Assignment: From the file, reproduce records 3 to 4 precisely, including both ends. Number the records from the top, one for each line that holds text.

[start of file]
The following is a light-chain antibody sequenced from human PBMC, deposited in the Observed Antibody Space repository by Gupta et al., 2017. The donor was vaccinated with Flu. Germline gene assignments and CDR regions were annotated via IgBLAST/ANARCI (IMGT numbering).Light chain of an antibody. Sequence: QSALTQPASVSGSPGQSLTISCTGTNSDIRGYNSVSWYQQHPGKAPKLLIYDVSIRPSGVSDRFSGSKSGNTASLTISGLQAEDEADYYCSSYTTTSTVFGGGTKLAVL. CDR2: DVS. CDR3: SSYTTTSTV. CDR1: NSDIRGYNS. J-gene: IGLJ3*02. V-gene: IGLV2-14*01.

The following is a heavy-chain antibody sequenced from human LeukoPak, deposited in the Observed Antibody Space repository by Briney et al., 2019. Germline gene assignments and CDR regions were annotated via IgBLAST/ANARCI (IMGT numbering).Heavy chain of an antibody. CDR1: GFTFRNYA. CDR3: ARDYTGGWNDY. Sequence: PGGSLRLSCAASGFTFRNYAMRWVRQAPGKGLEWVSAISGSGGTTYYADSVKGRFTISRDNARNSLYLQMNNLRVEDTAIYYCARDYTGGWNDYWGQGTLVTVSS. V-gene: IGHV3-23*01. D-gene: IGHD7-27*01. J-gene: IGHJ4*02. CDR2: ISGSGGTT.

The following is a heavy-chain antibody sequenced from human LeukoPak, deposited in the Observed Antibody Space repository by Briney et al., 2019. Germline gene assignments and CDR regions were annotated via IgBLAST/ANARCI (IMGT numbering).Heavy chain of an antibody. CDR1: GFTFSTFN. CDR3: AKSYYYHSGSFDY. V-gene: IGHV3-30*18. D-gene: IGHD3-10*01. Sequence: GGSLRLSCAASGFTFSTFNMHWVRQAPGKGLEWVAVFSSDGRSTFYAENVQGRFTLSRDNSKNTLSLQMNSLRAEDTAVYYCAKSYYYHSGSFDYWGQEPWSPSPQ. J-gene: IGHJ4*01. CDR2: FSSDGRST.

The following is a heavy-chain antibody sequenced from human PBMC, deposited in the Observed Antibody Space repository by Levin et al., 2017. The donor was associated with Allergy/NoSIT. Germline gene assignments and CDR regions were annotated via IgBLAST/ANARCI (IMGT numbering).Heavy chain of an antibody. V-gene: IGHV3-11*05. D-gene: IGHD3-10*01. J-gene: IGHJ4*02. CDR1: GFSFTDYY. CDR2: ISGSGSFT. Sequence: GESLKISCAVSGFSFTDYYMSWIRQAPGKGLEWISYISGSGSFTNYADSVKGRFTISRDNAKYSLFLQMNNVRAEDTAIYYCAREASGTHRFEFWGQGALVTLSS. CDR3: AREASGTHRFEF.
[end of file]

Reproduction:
The following is a heavy-chain antibody sequenced from human LeukoPak, deposited in the Observed Antibody Space repository by Briney et al., 2019. Germline gene assignments and CDR regions were annotated via IgBLAST/ANARCI (IMGT numbering).Heavy chain of an antibody. CDR1: GFTFSTFN. CDR3: AKSYYYHSGSFDY. V-gene: IGHV3-30*18. D-gene: IGHD3-10*01. Sequence: GGSLRLSCAASGFTFSTFNMHWVRQAPGKGLEWVAVFSSDGRSTFYAENVQGRFTLSRDNSKNTLSLQMNSLRAEDTAVYYCAKSYYYHSGSFDYWGQEPWSPSPQ. J-gene: IGHJ4*01. CDR2: FSSDGRST.

The following is a heavy-chain antibody sequenced from human PBMC, deposited in the Observed Antibody Space repository by Levin et al., 2017. The donor was associated with Allergy/NoSIT. Germline gene assignments and CDR regions were annotated via IgBLAST/ANARCI (IMGT numbering).Heavy chain of an antibody. V-gene: IGHV3-11*05. D-gene: IGHD3-10*01. J-gene: IGHJ4*02. CDR1: GFSFTDYY. CDR2: ISGSGSFT. Sequence: GESLKISCAVSGFSFTDYYMSWIRQAPGKGLEWISYISGSGSFTNYADSVKGRFTISRDNAKYSLFLQMNNVRAEDTAIYYCAREASGTHRFEFWGQGALVTLSS. CDR3: AREASGTHRFEF.